Service connection may also be established on a presumptive basis for if a veteran was exposed to an herbicide agent, such as Agent Orange, during service.  See 38 U.S.C. § 1116(a)(1); 38 C.F.R. §§ 3.307(a)(6), 3.309(e).  Although veterans who served in Vietnam are presumed to have been exposed to herbicide agents, the Veteran served in Korea.  Certain veterans who served in Korea are presumed to have been exposed to herbicide agents, such as Agent Orange.  Under current regulations, a veteran who served between April 1, 1968, and August 31, 1971, in a unit that, as determined by the Department of Defense (DOD), operated in or near the Korean DMZ in an area in which herbicides are known to have been applied during that period, is presumed to have been exposed to an herbicide agent.  38 C.F.R. § 3.307(a)(6)(iv).
When there is an approximate balance of positive and negative evidence regarding any issue material to the determination of a matter, the Secretary shall give the benefit of the doubt to the claimant.  38 U.S.C. § 5107; see also Gilbert v. Derwinski, 1 Vet. App. 49, 53 (1990).  
The threshold issue in this case is whether the Veteran had in-service herbicide agent exposure.  His personnel records confirm that he served in Korea between December 1966 and January 1968.  Beginning April 1, 1968, his assigned organization (1st Battalion, 38th Infantry) is recognized by the DOD as operating in an area near the DMZ and from that date qualifies for a presumption of herbicide agent exposure.  38 C.F.R. § 3.307(a)(6)(iv); VA Adjudication Manual IV.ii.1.H.4.b.  A June 2005 Center for Unit Records Research (CURR) reported that herbicides were used in Korea from 1967 to 1969 as part of counter-infiltration operations.  It reported Agent Orange was used from April 1968 to August 1968.  The Veteran stated that he was directly involved in the spraying of herbicides while in Korea.  See February 2014 Veteran report.  Then, the Board notes there is a pending House Resolution that would extend presumptive herbicide agent exposure to Veterans serving in or near the Korean DMZ beginning September 1, 1967.  See Blue Water Navy Vietnam Veterans Act of 2017, H.R. 299, 115th Cong. (2018).  The evidence cited to support this bill suggests herbicide agents were used near the Korean DMZ during the Veteran’s service.  Id.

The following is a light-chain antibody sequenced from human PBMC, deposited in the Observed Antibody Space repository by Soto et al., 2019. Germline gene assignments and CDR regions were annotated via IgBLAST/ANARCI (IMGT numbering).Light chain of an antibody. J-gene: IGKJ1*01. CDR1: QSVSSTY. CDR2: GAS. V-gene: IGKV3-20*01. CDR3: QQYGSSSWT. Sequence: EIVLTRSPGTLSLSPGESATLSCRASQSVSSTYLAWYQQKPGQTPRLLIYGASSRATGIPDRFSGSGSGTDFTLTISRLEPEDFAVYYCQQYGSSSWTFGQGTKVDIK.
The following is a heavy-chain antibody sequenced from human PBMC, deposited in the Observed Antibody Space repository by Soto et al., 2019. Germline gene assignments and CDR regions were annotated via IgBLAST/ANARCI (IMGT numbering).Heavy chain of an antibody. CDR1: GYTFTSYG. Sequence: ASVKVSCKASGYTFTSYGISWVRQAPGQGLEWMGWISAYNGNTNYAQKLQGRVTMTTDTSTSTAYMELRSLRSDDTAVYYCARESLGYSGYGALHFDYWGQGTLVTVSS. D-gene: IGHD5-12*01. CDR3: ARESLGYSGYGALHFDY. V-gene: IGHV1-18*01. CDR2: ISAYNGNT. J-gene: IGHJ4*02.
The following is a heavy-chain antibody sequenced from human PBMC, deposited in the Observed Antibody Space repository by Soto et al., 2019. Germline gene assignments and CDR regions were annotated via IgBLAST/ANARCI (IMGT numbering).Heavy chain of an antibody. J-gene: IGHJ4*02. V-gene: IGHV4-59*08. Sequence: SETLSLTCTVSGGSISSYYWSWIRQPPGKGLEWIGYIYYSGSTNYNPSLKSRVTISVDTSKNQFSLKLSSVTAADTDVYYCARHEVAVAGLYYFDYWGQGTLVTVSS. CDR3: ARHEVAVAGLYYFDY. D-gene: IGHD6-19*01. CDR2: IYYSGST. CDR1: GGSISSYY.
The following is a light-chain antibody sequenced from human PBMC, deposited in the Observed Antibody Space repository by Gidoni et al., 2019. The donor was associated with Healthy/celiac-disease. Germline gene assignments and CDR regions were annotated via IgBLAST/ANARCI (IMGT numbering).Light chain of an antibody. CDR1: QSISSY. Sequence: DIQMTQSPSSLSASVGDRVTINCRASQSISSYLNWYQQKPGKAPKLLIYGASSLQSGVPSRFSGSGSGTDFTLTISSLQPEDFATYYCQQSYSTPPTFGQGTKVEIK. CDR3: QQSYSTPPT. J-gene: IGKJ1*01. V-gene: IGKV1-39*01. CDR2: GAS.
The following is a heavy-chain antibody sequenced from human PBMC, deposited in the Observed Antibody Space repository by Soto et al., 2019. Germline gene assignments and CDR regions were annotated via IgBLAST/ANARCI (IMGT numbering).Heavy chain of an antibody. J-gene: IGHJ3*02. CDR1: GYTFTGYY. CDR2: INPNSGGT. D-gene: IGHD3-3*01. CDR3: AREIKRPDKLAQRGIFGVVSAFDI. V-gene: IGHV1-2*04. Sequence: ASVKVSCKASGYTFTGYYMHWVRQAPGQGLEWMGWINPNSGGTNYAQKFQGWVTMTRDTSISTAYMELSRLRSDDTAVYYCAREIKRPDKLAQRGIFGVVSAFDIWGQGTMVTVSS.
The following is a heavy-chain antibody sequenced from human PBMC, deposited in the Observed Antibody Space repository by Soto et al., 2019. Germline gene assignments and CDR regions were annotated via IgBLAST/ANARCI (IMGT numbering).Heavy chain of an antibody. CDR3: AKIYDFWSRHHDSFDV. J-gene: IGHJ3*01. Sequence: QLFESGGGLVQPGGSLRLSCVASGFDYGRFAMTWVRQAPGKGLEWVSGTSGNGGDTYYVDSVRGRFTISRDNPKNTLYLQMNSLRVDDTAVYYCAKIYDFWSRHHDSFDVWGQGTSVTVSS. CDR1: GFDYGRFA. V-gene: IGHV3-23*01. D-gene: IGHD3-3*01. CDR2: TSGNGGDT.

Given the above evidence, the Veteran is not entitled to the presumption of herbicide agent exposure under the current terms of 38 C.F.R. § 3.307(a)(6)(iv).  However, his reports, assignment in a unit that is presumed to have had herbicide exposure from April 1, 1968, the June 2005 CURR letter acknowledging herbicide use during the Veteran’s time in Korea, and pending legislation are sufficient to bring evidence regarding herbicide agent exposure into a state of relative equipoise.  See 38 U.S.C. §§ 1154(a), 5107(b); 38 C.F.R. §§ 3.102, 3.303(a) (each disabling condition for which a veteran seeks service connection must be considered based on factors including the basis of places, types, and circumstances of service as shown by service record).  The Board will consider the Veteran as having demonstrated herbicide agent exposure during active service on a direct basis.  Id.